Rapa Nui protected: learn about the new regulations for visiting and staying on the island
On August 1, 2010, Law 21.070 on Residence and Permanent Residence on Rapa Nui came into force. Any Chilean or foreigner entering the island may stay there for a maximum period of 30 days.
As of Wednesday, August 1, 2018, Chileans and foreigners traveling to the island must comply with a series of requirements in accordance with the new law on Residence and Permanent Residence on Rapa Nui.
Law 21.070, enacted last March and in force since today, aims to reverse the damage caused by the recent population growth on the island, which has led to a deterioration in the quality of basic services, waste management, the state of the environment state and has led to pollution of the oceans.
Under these regulations aimed at protecting the island, tourists traveling to Rapa Nui may only stay for a maximum period of 30 days. Because of this, as of August 1, the Policía de Investigaciones (investigative police) will ask tourists to complete the Single Entry Form (Formulario Único de Ingreso, FUI) for Rapa Nui at the airport and mainland ports.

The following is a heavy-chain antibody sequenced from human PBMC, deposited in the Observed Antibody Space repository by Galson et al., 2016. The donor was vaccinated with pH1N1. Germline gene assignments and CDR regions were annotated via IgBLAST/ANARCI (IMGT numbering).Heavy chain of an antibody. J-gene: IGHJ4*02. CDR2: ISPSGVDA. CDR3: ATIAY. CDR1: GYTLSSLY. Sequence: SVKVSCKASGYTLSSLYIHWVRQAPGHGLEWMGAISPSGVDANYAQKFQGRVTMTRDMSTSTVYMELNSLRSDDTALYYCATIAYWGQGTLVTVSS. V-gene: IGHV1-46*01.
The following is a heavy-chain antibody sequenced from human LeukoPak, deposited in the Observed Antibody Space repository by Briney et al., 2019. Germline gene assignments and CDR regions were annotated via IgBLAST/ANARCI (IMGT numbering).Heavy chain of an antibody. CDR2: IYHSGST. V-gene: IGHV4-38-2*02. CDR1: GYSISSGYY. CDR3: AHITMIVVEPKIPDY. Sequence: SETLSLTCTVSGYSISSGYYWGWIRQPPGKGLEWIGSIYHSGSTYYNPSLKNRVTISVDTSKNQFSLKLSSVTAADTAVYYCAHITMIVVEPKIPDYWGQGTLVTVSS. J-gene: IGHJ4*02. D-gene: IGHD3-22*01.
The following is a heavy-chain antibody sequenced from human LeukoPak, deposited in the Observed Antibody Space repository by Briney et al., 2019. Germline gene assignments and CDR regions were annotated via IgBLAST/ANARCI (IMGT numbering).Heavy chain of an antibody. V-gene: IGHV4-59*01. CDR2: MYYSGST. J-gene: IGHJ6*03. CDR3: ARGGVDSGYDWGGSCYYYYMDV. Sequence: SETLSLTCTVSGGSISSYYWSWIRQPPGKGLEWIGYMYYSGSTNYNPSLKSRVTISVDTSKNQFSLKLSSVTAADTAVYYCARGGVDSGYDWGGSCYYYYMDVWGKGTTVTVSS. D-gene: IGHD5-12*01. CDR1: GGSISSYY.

Be in possession of a round-trip ticket.
Identity card, passport or other suitable travel document.
Reservation in tourism accommodation authorized by the National Tourism Service (Sernatur) or a letter of invitation written by a resident or person belonging to the Rapa Nui people, provided by the regional Government. Proof of lodging place must be provided in both cases.
Any Chilean or foreigner entering Rapa Nui may stay for a maximum period of 30 days.
In case of force majeure or unforeseen circumstances, this stay may be extended for as long as necessary, both for the person involved and for his/her companions.
Who can stay longer than 30 days?
According to the law, those who may remain on Rapa Nui for more than 30 days are: members of the Rapa Nui people and their families, current residents, workers hired or engaged in independent economic activity on the island, public officials, researchers, government authorities, and pre-candidates and candidates registered on the electoral register.
Any companies or individuals who do not comply with these rules run the risk of fines, legal penalties and even expulsion from the territory.